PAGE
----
The popular show has, almost as infamously, never been made into a movie. Hold that thought. It figures somewhat prominently here, and for reasons other than the fact that you can’t stream it on Amazon before watching “See How They Run.” Though after seeing the new movie, you may want to.
As “See How They Run” gets underway, the “Mousetrap” cast and crew — which, in a nod to verisimilitude, includes characters based on “Mousetrap” stars Richard Attenborough (Harris Dickinson) and his wife, Sheila Sim (Pearl Chanda) — are celebrating the show’s 100th performance. An obnoxious but entirely fictional Hollywood director named Leo Köpernick (Adrien Brody) is in town to discuss a film adaptation with the British movie producer John Woolf (Reece Shearsmith) and would-be screenwriter Mervyn Cocker-Norris (David Oyelowo), when Leo turns up dead. Woolf, like several other characters in “Run,” is based on a real person; Cocker-Norris, whom Oyelowo renders with an amusingly priggish persnickety-ness, is not.
“Life imitates art,” reads a headline in a newspaper. But in some ways, “See How They Run” is a case of art imitating life.
In reality, death isn’t why the play was never adapted for the screen; there’s a far more fascinating explanation, which I’ll leave for “See How They Run” director Tom George and writer Mark Chappell to reveal, in one of the film’s deliciously ironic twists.
Called onto the case are Rockwell’s jaded, slightly boozy Inspector Stoppard and Ronan’s aptly named Constable Stalker, a dogged if untested police rookie who writes down everything she observes in her notebook — including this advice from the more experienced Stoppard: “Do not jump to conclusions.” Stoppard’s name echoes the playwright Tom Stoppard, whose one-act play “The Real Inspector Hound,” like this film, parodies the cliches of a “Mousetrap”-style stage mystery.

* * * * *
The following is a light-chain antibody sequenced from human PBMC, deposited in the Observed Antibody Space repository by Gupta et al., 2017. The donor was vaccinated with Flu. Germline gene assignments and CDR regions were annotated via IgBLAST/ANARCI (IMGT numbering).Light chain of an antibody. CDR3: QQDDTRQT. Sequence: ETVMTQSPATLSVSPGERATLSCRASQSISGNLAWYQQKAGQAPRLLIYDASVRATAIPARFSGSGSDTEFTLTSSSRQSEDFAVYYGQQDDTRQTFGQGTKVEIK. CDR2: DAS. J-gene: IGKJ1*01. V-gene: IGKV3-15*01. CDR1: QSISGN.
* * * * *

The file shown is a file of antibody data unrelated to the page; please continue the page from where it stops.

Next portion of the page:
To that end, “Run” includes several suspects, all of whom have legitimate motives to do Leo in, including creative differences and secrets they’d rather keep hidden. It helps that this victim was widely disliked. It also helps the multilayered nature of this very loosely fact-adjacent film that the backstory of “The Mousetrap” itself is loosely based on true events. That’s another thought to hold in the back of your mind while watching the film, which is, true to form, larded with flashbacks and the occasional on-screen title detailing the passage of time.
And yet “do not jump to conclusions” is pretty good advice for audiences, too, as the red herrings pile up in “See How They Run.” The colorful characters of Stoppard and Stalker loom large here, as detectives so often do — Hercule Poirot, Jane Marple — in such fare. But even larger is the shadow cast by Christie’s 1952 play, which provides a fun backdrop, if one rendered irreverently, for this diverting puzzle within a puzzle.
“It’s just like one of [Christie’s] confections!” observes one character with seeming delight, as the film heads toward its antic climax. Maybe not just like, but close enough.
PG-13. At area theaters. Contains some violence, bloody images and a sexual reference. 98 minutes.